Symptoms of stress include increased heart rate, rapid/shallow breathing, and muscle tension. These can be temporary (for example, when we’re arguing about who should do the dishes) or chronic. Many of us live in a continuous state of stress caused by traumas we experienced previously in our lives. This chronic stress is so normal these days, that we don’t even perceive it as a problem until it makes us sick.
Deep breathing can help counteract the physical symptoms of stress by balancing your nervous system and activating your body’s relaxation response. This means your heart rate goes down, your blood pressure improves, and muscle tension dissipates. The result? You feel calmer, more relaxed, and less stressed.
Unsurprisingly, breathwork also helps reduce symptoms of anxiety and depression. This is due largely to proper oxygenation of the body.
But I also find that breathwork makes you present in the moment like nothing I’ve ever experienced, which can help you overcome depression and anxiety.
You know what they say: Depression is about being stuck in the past, while anxiety is worrying about the future. So when you do breathwork, you can actually be more present in your body. Many of my students report that one breathwork session feels like 20 years of therapy at once, without the talking!
Of course, breathwork is not a cure-all for mental health problems. While it definitely can help reduce symptoms in many cases, it’s always a good idea to seek further help if you feel like your condition is not improving or is getting worse.
| Scientific Evidence|
A study published in the International Journal of Behavioral Medicine in 20171 found that slow breathing techniques significantly reduced stress and anxiety levels in healthy adults. The researchers concluded that deep breathing may be an effective strategy for managing stress and improving emotional well-being.
A randomized controlled trial published in the Journal of Psychiatric Research in 20192 found that a breathing-based meditation practice significantly reduced symptoms of anxiety and depression in adults with generalized anxiety disorder. The researchers concluded that breathing-based meditation could be a useful adjunctive therapy for individuals with anxiety disorders.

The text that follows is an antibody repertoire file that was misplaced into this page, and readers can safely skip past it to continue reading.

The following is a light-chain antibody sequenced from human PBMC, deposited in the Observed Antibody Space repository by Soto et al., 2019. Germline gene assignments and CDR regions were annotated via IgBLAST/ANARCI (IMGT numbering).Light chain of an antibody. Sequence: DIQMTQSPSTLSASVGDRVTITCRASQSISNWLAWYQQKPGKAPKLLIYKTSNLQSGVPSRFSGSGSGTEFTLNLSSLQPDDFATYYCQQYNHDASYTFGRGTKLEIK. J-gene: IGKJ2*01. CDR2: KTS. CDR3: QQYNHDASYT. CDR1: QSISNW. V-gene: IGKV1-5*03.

2. Releases toxins from your body
People do a lot of extreme things to detox. Most have no clue that the best detoxing tool is right under their nose (pun intended).
Breathwork is great for detoxifying the body and releasing toxins. When we breathe deeply, we take in more oxygen and release more carbon dioxide. This process helps the body flush out toxins as well as promotes the circulation of fresh oxygen and nutrients to the cells. If you do not breathe fully, your body must work overtime to release these toxins.
Another way breathwork helps with detox is by supercharging the lymphatic system, which is your body’s “janitor” responsible for removing waste and toxins.
| Scientific Evidence|
A review published in the Journal of Toxicology and Environmental Health in 20183 suggested that deep breathing exercises could support detoxification by increasing oxygenation and blood flow, promoting lymphatic drainage, and enhancing the activity of antioxidant enzymes.
3. Boosts the immune system
This probably won’t come as a surprise: Breathwork can improve immune function. As I highlighted before, deep breathing techniques can help to improve circulation and increase the oxygenation of the blood. This will help your body send immune cells and antibodies to the tissues more effectively, potentially enhancing immune function.
Breathwork techniques can also help to balance the activity of the autonomic nervous system, which regulates many of the body’s functions, including immune function. It’s really fascinating to see how we can tap into our nervous system at will, by learning how to control our breath. We have more control over our health and well-being than we could have ever imagined.
By promoting relaxation and reducing stress, breathwork also activates your parasympathetic nervous system, which is also associated with improved immune function.
A study published in the Journal of Alternative and Complementary Medicine in 2019 found that breathwork improved immune function in healthy adults. The study involved 60 participants who practiced breathwork for four weeks. The researchers found that the participants had increased levels of natural killer (NK) cells, which play an important role in the immune response.
4. Helps with digestion
Diaphragmatic breathing creates a gently massages the internal organs, intestines, and stomach. This can help reduce abdominal pain, bloating, and constipation.
The diaphragm is a large muscle located at the bottom of your ribcage that helps you breathe by contracting and relaxing. When we breathe deeply and fully, the diaphragm moves up and down, creating a gentle wave-like motion that massages the internal organs and stimulates the digestive system.